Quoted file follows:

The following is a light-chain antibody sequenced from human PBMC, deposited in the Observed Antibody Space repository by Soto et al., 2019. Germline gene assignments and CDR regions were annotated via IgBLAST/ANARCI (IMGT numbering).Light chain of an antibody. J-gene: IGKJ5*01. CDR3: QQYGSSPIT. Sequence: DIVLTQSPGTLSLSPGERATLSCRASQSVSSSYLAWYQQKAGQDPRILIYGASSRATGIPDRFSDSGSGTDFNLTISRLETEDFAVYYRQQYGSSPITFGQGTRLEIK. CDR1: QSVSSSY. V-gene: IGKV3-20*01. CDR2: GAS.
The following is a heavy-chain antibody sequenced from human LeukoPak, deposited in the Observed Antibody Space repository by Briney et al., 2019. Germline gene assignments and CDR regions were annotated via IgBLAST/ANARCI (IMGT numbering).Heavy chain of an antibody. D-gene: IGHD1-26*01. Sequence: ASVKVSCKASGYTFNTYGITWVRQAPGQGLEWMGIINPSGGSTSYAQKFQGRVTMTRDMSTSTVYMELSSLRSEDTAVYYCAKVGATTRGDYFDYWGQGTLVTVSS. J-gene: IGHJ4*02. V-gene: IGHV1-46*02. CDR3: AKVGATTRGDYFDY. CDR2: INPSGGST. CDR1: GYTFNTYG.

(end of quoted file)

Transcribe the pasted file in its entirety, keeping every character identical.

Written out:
The following is a light-chain antibody sequenced from human PBMC, deposited in the Observed Antibody Space repository by Soto et al., 2019. Germline gene assignments and CDR regions were annotated via IgBLAST/ANARCI (IMGT numbering).Light chain of an antibody. J-gene: IGKJ5*01. CDR3: QQYGSSPIT. Sequence: DIVLTQSPGTLSLSPGERATLSCRASQSVSSSYLAWYQQKAGQDPRILIYGASSRATGIPDRFSDSGSGTDFNLTISRLETEDFAVYYRQQYGSSPITFGQGTRLEIK. CDR1: QSVSSSY. V-gene: IGKV3-20*01. CDR2: GAS.
The following is a heavy-chain antibody sequenced from human LeukoPak, deposited in the Observed Antibody Space repository by Briney et al., 2019. Germline gene assignments and CDR regions were annotated via IgBLAST/ANARCI (IMGT numbering).Heavy chain of an antibody. D-gene: IGHD1-26*01. Sequence: ASVKVSCKASGYTFNTYGITWVRQAPGQGLEWMGIINPSGGSTSYAQKFQGRVTMTRDMSTSTVYMELSSLRSEDTAVYYCAKVGATTRGDYFDYWGQGTLVTVSS. J-gene: IGHJ4*02. V-gene: IGHV1-46*02. CDR3: AKVGATTRGDYFDY. CDR2: INPSGGST. CDR1: GYTFNTYG.